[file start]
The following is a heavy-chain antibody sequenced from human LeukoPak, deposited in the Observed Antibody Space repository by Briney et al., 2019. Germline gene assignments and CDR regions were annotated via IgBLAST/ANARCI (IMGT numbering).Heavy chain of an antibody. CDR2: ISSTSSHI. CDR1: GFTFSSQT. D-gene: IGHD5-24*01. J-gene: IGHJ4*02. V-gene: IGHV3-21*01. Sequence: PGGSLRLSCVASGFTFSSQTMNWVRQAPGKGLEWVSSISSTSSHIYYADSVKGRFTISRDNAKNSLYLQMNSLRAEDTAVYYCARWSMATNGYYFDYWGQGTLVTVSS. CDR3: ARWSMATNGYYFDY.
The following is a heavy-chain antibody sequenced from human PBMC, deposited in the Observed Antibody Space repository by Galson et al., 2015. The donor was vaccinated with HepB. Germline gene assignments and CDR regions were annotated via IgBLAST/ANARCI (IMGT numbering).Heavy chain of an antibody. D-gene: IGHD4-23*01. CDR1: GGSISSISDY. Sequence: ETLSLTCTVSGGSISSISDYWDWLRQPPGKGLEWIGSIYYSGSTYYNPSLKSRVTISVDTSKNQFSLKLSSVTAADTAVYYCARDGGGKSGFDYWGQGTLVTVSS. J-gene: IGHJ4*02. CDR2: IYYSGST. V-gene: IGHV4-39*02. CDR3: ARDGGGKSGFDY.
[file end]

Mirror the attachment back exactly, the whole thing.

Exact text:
The following is a heavy-chain antibody sequenced from human LeukoPak, deposited in the Observed Antibody Space repository by Briney et al., 2019. Germline gene assignments and CDR regions were annotated via IgBLAST/ANARCI (IMGT numbering).Heavy chain of an antibody. CDR2: ISSTSSHI. CDR1: GFTFSSQT. D-gene: IGHD5-24*01. J-gene: IGHJ4*02. V-gene: IGHV3-21*01. Sequence: PGGSLRLSCVASGFTFSSQTMNWVRQAPGKGLEWVSSISSTSSHIYYADSVKGRFTISRDNAKNSLYLQMNSLRAEDTAVYYCARWSMATNGYYFDYWGQGTLVTVSS. CDR3: ARWSMATNGYYFDY.
The following is a heavy-chain antibody sequenced from human PBMC, deposited in the Observed Antibody Space repository by Galson et al., 2015. The donor was vaccinated with HepB. Germline gene assignments and CDR regions were annotated via IgBLAST/ANARCI (IMGT numbering).Heavy chain of an antibody. D-gene: IGHD4-23*01. CDR1: GGSISSISDY. Sequence: ETLSLTCTVSGGSISSISDYWDWLRQPPGKGLEWIGSIYYSGSTYYNPSLKSRVTISVDTSKNQFSLKLSSVTAADTAVYYCARDGGGKSGFDYWGQGTLVTVSS. J-gene: IGHJ4*02. CDR2: IYYSGST. V-gene: IGHV4-39*02. CDR3: ARDGGGKSGFDY.